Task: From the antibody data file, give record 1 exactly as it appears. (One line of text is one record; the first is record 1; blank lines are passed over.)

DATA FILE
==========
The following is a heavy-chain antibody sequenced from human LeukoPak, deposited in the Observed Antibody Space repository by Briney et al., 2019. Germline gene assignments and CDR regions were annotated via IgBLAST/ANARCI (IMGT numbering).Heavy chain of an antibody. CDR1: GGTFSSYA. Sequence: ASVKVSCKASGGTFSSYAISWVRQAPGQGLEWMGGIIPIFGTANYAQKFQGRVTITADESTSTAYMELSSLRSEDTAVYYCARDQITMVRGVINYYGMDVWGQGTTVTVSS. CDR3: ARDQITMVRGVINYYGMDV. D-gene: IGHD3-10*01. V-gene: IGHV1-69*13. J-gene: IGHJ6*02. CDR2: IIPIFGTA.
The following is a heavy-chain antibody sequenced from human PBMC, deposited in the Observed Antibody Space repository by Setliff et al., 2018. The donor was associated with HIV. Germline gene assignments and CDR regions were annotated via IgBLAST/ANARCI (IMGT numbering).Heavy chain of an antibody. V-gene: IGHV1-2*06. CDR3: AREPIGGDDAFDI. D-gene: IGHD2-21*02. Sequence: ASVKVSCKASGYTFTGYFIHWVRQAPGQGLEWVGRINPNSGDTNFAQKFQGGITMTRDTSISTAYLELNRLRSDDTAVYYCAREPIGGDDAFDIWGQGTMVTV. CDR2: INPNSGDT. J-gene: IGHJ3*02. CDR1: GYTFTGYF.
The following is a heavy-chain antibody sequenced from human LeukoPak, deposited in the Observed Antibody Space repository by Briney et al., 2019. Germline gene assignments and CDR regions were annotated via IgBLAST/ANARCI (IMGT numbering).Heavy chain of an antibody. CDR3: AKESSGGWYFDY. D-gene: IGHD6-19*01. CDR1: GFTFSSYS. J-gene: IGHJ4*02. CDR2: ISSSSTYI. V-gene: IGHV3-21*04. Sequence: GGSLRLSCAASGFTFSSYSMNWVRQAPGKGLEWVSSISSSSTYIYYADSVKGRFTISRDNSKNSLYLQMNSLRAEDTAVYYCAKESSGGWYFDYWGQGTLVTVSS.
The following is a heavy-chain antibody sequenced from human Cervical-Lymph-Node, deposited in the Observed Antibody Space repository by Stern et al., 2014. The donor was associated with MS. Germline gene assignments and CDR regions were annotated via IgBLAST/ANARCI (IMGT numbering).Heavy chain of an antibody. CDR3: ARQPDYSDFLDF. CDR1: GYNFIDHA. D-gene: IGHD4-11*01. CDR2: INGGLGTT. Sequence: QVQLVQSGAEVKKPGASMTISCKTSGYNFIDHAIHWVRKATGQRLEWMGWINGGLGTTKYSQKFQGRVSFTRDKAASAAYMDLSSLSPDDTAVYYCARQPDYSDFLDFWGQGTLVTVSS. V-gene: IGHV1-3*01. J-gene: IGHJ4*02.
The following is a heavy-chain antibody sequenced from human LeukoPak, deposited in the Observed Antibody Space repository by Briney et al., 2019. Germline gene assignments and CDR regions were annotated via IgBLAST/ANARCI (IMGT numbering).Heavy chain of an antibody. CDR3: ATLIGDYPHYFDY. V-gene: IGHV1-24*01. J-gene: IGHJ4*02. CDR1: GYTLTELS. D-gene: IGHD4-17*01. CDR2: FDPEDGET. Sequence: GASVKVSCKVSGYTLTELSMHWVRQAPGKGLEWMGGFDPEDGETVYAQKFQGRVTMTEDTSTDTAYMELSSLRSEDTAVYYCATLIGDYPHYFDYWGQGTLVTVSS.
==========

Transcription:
The following is a heavy-chain antibody sequenced from human LeukoPak, deposited in the Observed Antibody Space repository by Briney et al., 2019. Germline gene assignments and CDR regions were annotated via IgBLAST/ANARCI (IMGT numbering).Heavy chain of an antibody. CDR1: GGTFSSYA. Sequence: ASVKVSCKASGGTFSSYAISWVRQAPGQGLEWMGGIIPIFGTANYAQKFQGRVTITADESTSTAYMELSSLRSEDTAVYYCARDQITMVRGVINYYGMDVWGQGTTVTVSS. CDR3: ARDQITMVRGVINYYGMDV. D-gene: IGHD3-10*01. V-gene: IGHV1-69*13. J-gene: IGHJ6*02. CDR2: IIPIFGTA.